The government shutdown has the potential to disrupt a lot of things — government workers' earnings and federal services, for example — but it's also a precarious situation for your social plans. That's especially true if you have out-of-town visitors coming to the District during the affected time period: Many of the city's best attractions, such as the Smithsonian museums and the National Zoo, will be open through Monday but could be closed afterward if the shutdown continues. (The National Gallery of Art will be open on Monday and Tuesday, but its status is unsure after that; The Library of Congress and U. S. Botanic Garden have already closed.) What will you do with your disappointed nieces and nephews? Where will you take Great Aunt Mary, who traveled all this way?
But the Washington area is so much more than the Mall. For every shuttered museum or park, we've offered up an apt substitute that is privately-run, thus avoiding the shutdown. They may not be free, like the Smithsonians are, but they offer new and different cultural or historical experiences, especially for seasoned Mall-goers. Or at least they'll get you and your kids out of the house.
Anacostia Community Museum and the National Museum of African American History
The Anacostia Community Museum takes a community-focused look at African American history. So does the Banneker-Douglass Museum in Annapolis, which traces the African American experience in Maryland from colonial days through Harriet Tubman and Matthew Henson, and the Alexandria Black History Museum, where exhibitions honor local activists and explore the impact of slavery in the area.
Hirshhorn Museum and Sculpture Garden
Alternative: National Museum of Women in the Arts
Get your modern art fix at the National Museum of Women in the Arts, where “Magnetic Fields” examines common threads in multiple generations of abstract art created by African American painters, printers and sculptors, and “Hung Liu in Print” rounds up paintings, tapestries and prints by Chinese artist Hung Liu.
Library of Congress
Alternative: Folger Shakespeare Library
While it doesn’t have the same American focus, the Folger Shakespeare Library is another repository for important, historical documents, including 82 of the 235 known copies of Shakespeare's First Folio.
National Air and Space Museum/Udvar-Hazy Center
Alternative: College Park Aviation Museum
The College Park Aviation Museum is a great way, even under normal circumstances, to avoid the crowds at the Air and Space Museum. It has crafts for kids, interactive displays, flight simulators, planes to climb on and yes, a goodie bag for the little ones at the end of the visit.
National Gallery of Art
Alternative: Phillips Collection
The National Gallery may be bigger, but the Phillips Collection is where modern art got its start in the District. The museum was founded in 1921, 20 years before the National Gallery opened its doors. Spend some time with the Phillips's permanent collection in lieu of a trip to the National Gallery of Art's west building, and linger in the Rothko Room as an alternative to the east building.
National Museum of African Art
Alternative: The African Art Museum of Maryland
Masks, musical instruments, textiles and jewelry can be found in Fulton, where the African Art Museum of Maryland houses a collection of traditional and contemporary African artworks and objects. And the best part, for budget-conscious nonessentials? Admission is free.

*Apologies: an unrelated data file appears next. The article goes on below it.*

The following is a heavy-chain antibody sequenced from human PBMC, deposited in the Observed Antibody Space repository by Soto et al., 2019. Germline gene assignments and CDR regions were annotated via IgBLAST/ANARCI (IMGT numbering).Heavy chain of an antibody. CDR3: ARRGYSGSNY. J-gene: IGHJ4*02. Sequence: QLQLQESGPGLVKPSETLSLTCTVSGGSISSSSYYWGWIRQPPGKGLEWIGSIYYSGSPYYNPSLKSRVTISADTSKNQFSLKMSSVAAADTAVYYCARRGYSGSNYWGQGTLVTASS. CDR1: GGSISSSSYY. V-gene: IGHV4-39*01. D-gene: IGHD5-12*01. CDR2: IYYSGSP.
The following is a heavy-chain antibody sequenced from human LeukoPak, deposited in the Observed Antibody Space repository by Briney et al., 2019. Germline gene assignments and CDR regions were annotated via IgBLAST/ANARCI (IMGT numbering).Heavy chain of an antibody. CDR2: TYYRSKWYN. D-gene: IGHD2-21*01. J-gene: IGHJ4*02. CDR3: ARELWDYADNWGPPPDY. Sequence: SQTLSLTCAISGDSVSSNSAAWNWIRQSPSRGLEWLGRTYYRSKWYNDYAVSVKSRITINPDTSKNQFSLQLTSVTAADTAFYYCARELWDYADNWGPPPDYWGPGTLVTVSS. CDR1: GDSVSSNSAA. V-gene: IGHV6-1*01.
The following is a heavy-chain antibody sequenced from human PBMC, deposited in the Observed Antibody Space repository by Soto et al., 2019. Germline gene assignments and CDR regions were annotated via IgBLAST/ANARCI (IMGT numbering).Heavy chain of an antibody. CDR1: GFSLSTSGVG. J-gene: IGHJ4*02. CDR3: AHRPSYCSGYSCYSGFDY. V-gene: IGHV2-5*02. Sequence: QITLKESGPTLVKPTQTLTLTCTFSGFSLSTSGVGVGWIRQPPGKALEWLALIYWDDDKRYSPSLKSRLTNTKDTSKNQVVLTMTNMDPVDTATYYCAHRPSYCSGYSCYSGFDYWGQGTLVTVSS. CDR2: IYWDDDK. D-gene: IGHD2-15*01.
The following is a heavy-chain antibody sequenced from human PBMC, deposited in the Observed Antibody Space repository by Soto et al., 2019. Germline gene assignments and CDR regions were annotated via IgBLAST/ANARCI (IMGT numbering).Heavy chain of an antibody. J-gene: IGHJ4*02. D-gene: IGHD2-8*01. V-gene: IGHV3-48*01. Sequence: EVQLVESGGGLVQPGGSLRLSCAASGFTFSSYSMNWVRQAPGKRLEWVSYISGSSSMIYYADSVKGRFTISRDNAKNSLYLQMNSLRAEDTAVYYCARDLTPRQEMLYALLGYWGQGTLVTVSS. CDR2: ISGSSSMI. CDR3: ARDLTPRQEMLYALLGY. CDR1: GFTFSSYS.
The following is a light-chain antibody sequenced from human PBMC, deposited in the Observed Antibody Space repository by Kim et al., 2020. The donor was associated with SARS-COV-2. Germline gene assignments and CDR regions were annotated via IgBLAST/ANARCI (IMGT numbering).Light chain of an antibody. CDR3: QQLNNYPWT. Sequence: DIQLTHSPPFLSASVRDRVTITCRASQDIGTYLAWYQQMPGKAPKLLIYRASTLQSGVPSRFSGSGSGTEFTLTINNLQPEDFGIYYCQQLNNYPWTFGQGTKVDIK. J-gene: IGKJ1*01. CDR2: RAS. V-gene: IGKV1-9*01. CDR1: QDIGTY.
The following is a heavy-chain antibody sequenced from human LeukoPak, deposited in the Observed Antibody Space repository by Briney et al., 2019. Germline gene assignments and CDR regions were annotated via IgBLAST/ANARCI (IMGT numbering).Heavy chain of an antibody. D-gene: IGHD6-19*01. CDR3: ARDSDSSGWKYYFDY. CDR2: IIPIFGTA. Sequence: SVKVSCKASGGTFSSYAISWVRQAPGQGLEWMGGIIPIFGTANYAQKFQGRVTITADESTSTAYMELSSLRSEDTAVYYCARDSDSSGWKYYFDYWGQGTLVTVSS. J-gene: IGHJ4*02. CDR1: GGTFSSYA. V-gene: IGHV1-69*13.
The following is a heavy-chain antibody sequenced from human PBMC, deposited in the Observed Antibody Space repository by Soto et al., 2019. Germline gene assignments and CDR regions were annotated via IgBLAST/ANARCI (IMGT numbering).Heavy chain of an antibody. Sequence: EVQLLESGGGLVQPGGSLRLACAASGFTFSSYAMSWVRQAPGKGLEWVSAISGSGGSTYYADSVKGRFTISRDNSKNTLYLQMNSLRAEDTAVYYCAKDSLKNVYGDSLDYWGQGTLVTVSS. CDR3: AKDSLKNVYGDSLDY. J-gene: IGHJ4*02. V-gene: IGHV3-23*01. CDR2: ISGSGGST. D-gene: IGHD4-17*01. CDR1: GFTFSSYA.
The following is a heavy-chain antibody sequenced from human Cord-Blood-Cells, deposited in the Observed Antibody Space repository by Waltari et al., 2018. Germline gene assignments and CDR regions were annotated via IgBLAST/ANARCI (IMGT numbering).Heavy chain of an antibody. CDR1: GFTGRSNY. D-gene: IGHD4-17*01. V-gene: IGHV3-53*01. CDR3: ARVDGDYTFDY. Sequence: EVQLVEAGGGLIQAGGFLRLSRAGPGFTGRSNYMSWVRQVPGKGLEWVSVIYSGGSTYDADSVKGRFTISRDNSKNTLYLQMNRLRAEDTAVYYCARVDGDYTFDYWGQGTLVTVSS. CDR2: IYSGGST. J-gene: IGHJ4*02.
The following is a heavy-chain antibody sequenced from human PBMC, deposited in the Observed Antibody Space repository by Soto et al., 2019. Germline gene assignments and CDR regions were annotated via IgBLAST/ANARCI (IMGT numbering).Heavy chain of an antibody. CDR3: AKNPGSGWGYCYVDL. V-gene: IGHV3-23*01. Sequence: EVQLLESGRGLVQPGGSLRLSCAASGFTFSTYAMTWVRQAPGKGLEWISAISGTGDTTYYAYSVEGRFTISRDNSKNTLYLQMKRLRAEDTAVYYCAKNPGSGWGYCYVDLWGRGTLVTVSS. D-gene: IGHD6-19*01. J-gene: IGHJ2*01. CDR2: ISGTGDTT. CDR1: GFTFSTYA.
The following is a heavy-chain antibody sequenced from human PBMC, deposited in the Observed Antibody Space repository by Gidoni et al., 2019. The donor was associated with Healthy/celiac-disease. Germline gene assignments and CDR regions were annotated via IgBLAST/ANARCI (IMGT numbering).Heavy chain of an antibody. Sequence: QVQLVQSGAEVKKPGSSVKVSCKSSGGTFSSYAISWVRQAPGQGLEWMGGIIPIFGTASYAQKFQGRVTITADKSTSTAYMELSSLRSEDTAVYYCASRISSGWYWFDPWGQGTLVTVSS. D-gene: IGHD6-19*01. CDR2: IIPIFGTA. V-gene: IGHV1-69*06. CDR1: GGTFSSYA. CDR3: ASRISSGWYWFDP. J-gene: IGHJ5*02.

National Museum of American History
Alternative: Mount Vernon
The Father of Our Country is given his due at Mount Vernon, where interactive movies and displays on “The Real George Washington” supplement the usual uniforms, artifacts and historic furniture. Besides, the Smithsonian doesn't have a working distillery — and George Washington's Mount Vernon does. (For those of us whose favorite childhood memories of American History revolved around the train exhibit, the B&O Railroad Museum in Baltimore is the perfect substitute.)
National Museum of Natural History
Alternative: Maryland Science Center
If you've got children who go crazy for dinosaurs, take them to the Maryland Science Center's Dinosaur Mysteries exhibit, where pint-size archaeologists can work in “dig pits,” touch dinosaur skulls, and measure bones and footprints. The Science Center also features hands-on science experiments, and an observatory with a telescope.
National Postal Museum
Trade one form of communication for another with a trip to the Newseum, where you can contemplate the First Amendment and the state of our news media, which will be endlessly dissecting the shutdown. While you're there, head up to the terrace on the top floor for the best view of the Capitol building, and give it your angriest glare. Unfortunately, the museum is on the pricier side for budget-conscious furloughed workers — $24.95 plus tax — even if the ticket does allow you to spend two days there.
Alternative: National Aquarium in Baltimore
Very few animal exhibits can match seeing the National Zoo's pandas in person — unless it's coming face-to-face with sharks zipping around the National Aquarium's massive Blacktip Reef exhibition. The giant coral tanks and hundreds of fish will delight visitors of all ages.
Alternative: Textile Museum
The Renwick has become known for its crafty exhibits, and the Textile Museum's new home at George Washington University is showing “The Box Project: Uncommon Threads,” which features intricate three-dimensional works created by three dozen textile artists from around the world — all of which are small enough to fit in a medium-sized box.
This story was originally published Sept. 30, 2013. It has been updated.